Red Meat and Diverticulitis

Red Meat and Diverticulitis - Should it be avoided

Red Meat and Diverticulitis

Diverticulitis is a condition that affects the colon, causing small pouches or sacs, known as diverticula, to form in the lining of the colon. These pouches can become inflamed or infected, leading to a variety of symptoms such as abdominal pain, fever, and constipation. One of the key ways to manage diverticulitis is through diet, and certain foods, such as red meat, have been linked to an increased risk of flare-ups.

Why red meat should be limited for people with diverticulitis?

Red meat, such as beef, pork, and lamb, is high in fat and can be difficult to digest. This can cause stomach upset, including gas, bloating, and cramping, which can exacerbate symptoms of diverticulitis ¹. Furthermore, red meat is also high in cholesterol and saturated fat, which can increase the risk of heart disease and other chronic health conditions.

Eating a diet high in red meat can also increase the risk of diverticulitis flare-ups. This is because red meat is low in fiber, which is important for maintaining a healthy colon. Fiber helps to keep the stool soft and bulky, making it easier to pass through the colon. When there is a lack of fiber in the diet, the stool becomes harder and drier, making it more difficult to pass through the colon. This can cause increased pressure on the diverticula, leading to inflammation and infection.

How to reduce the risk of flare-ups

To reduce the risk of diverticulitis flare-ups, it is recommended to limit the intake of red meat and to increase the intake of high-fiber foods such as fruits, vegetables, and whole grains. These foods are not only high in fiber but also low in fat and cholesterol, making them a healthier option for those with diverticulitis. Eating a diet rich in fruits, vegetables, and whole grains can also help to lower the risk of chronic health conditions such as heart disease and diabetes.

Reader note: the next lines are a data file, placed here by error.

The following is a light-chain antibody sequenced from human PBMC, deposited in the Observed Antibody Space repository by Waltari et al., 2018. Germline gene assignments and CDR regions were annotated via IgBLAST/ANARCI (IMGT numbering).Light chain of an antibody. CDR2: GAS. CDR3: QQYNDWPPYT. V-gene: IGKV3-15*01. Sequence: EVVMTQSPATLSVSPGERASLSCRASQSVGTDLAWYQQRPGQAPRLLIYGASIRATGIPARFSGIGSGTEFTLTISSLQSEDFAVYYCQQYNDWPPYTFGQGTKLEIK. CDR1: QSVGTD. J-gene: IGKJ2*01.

Additionally, if you are suffering from diverticulitis, it is also important to drink plenty of fluids to stay hydrated and to help the stool pass through the colon more easily. Aim for at least eight glasses of water a day, and consider drinking fluids such as herbal teas, juices, or soups to help keep you hydrated.

In conclusion, red meat should be avoided or limited in diverticulitis diet. A high-fiber diet including fruits, vegetables, and whole grains should be consumed instead ². This will not only reduce the risk of diverticulitis flare-ups but also improve overall health and reduce the risk of chronic health conditions. Drinking plenty of fluids and staying hydrated is also important. Always keep in mind to consult with a healthcare professional or a dietitian before making any drastic changes to your diet.

Cao, Yin, et al. “Meat Intake and Risk of Diverticulitis Among Men.” PubMed Central (PMC), 9 Jan. 2017,

“Harvard Researchers Link Diverticulitis to Red Meat – Harvard Health.” Harvard Health, 1 Apr. 2017,

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